Scull: What's the secret to making a really good recording, Jack?

Renner: Well, it all really comes down to the signal path and, I think, to the combination of components. For years, when I first started making orchestral recordings with three and four microphones, I had a lot of imitators. But people just didn't quite get it right. Because it's not just putting up three or four mikes. It's which mikes you choose, it's the cable, it's the electronics—it's the whole signal path.

I like to take a classical approach to everything I do. By that I mean I'll use basically the same microphones on jazz as I will on classical. Typically I'll use a lot of omnidirectional microphones, for example—which, in a club, is asking for trouble because of leakage. You know, a lot of jazz engineers would be scared to death to put omnis out on stage because of that. But it gives me a wider dynamic range, a better frequency response, and a more natural re-creation.

Scull: What else do you use?

Renner: Well, cardioids on drums, bass, and horns. But I use omnis wherever I can get away with it.

Scull: Anything out in the audience?

Renner: A one-point stereo mike or spaced omnis again.

Scull: You don't use Blumlein?

Renner: Well, a crossed-pair of figure-8 mikes has a limited low-end response. And for me it gives too much image specificity. Everything is locked right in there and there. Lots of people love that, but I like omnis. They'll give you more bloom and more sense of space.

Scull: Are the types of mikes you use a secret?

Renner: No, not at all. I use a lot of B&Ks, Schoeps, and Sennheisers. We try to select mikes that have very low noise floors, and as flat a frequency response as we can find. We do have some vintage Neumann tube mikes with silver internal cabling—you know, the usual tweaky stuff. Similar to what your brother does, Jonathan. But I couldn't find him when we needed them fixed!

Scull: [laughs] I can never find him either! I don't think many people know that microphone maven Stephen Paul of Stephen Paul Audio is my brother. He doesn't use the family name. Moving right along, what mike preamps do you use?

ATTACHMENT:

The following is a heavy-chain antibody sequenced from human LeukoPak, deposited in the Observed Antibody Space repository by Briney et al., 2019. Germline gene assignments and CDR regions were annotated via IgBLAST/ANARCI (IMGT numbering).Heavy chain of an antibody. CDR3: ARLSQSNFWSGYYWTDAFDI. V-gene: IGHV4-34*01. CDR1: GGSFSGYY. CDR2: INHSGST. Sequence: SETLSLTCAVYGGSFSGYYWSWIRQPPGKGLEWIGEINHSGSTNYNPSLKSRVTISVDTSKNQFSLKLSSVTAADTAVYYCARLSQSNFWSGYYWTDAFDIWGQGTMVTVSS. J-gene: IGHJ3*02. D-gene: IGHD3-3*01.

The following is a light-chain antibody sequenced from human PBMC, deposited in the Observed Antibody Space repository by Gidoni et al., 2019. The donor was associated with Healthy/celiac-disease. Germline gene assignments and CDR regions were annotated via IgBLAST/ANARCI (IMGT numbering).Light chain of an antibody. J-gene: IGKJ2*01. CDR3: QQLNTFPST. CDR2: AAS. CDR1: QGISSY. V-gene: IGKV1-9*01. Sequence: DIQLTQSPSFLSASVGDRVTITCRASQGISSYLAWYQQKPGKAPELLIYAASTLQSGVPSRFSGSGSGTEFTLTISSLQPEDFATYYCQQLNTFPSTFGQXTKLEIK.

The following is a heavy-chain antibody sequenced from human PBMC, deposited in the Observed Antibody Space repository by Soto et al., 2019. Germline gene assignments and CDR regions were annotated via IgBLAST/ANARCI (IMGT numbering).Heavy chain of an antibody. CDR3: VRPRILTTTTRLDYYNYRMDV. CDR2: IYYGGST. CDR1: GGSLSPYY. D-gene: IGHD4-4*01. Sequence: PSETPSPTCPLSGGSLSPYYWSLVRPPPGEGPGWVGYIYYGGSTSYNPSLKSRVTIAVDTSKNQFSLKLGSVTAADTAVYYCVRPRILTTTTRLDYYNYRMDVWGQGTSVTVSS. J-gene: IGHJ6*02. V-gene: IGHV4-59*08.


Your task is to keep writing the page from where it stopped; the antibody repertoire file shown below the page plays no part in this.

Renner: We typically use Millennias, which, we feel, as solid-state units go, are the most neutral-sounding.

Scull: Do you keep them close to the mikes?

Renner: Normally we put them right on the stage with a short mike-line run. In the case of The Jazz Messengers' The Legacy of Art Blakey that you and Kathleen attended at Iridium, we had a very short cable run. And the mike preamps were right in that little back-room office. If there was any chance at all of something overloading, or if I didn't have the gain structure just right, I didn't have to go crawling out on stage during the performance and tweak the pots!

Scull: So the boss of Telarc is still crawling around on his knees! What kind of a mixing console did you use?

Renner: We were using the Millennia Mixing Suite. It's fabulous-sounding. Well, you know, I shouldn't refer to it as sounding like anything, because it's really very neutral and uncolored, which is unusual.

Footnote 1: For an interview published in the January 1983 issue of the UK magazine Hi-Fi News & Record Review. The late Peter W. Mitchell also interviewed Jack Renner for Stereophile in January 1990 (Vol.13 No.1, p.119).—John Atkinson